What do Paul Robeson, Vera Lynn, Michael Redgrave, George Bernard Shaw, Maxine Audley, ‘Mrs Dale’s Diary’, Arthur Askey and Lionel Bart all have in common? No, they didn’t feature in ITV’s recent ‘Twenty One Years of Entertainment’. These rather unlikely companions were people who at some time or another found themselves sucked into Unity Theatre’s orbit.
The ‘class against class’ policies overturned at the 1936 Comintern’s seventh congress gave way to ideas of a united left to fight the main enemy – fascism. The Peace Ballot campaign in Britain produced well over ten million votes for disarmament. Popular Front strategies dominated oppositional politics and an unprecedented cultural movement with Unity at its epicentre mobilised around the left. A new attitude towards the middle classes developed, ‘especially the intellectuals who were no longer seen as the infected bearers of bourgeois poison.’ The Reds, evidently, were like the Greens de nos jours.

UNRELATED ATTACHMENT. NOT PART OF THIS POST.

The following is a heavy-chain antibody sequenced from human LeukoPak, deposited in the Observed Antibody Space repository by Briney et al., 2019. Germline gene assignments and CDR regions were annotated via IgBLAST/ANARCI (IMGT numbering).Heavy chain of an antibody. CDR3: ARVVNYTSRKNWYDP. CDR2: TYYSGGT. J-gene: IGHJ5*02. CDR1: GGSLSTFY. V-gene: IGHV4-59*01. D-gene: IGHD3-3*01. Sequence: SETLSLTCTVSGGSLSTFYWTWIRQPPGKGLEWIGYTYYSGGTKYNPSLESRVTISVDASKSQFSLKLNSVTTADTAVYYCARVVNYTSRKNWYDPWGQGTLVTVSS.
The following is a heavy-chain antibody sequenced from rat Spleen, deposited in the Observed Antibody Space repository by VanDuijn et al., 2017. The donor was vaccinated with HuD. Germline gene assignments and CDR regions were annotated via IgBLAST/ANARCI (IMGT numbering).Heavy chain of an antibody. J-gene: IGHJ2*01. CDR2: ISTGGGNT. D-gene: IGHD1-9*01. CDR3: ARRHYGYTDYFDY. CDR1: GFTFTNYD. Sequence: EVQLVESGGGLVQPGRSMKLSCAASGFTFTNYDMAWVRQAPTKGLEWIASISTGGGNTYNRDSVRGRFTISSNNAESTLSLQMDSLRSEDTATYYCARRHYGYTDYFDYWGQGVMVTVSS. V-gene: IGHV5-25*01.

Unity Theatre united a number of disparate groups and individuals inside its much-loved building in Goldington Street. The conversion of this old Methodist Chapel – an inspirational example of collective effort – is recounted as affectionately as Peter Weir’s moving film account of the Amish community building a house in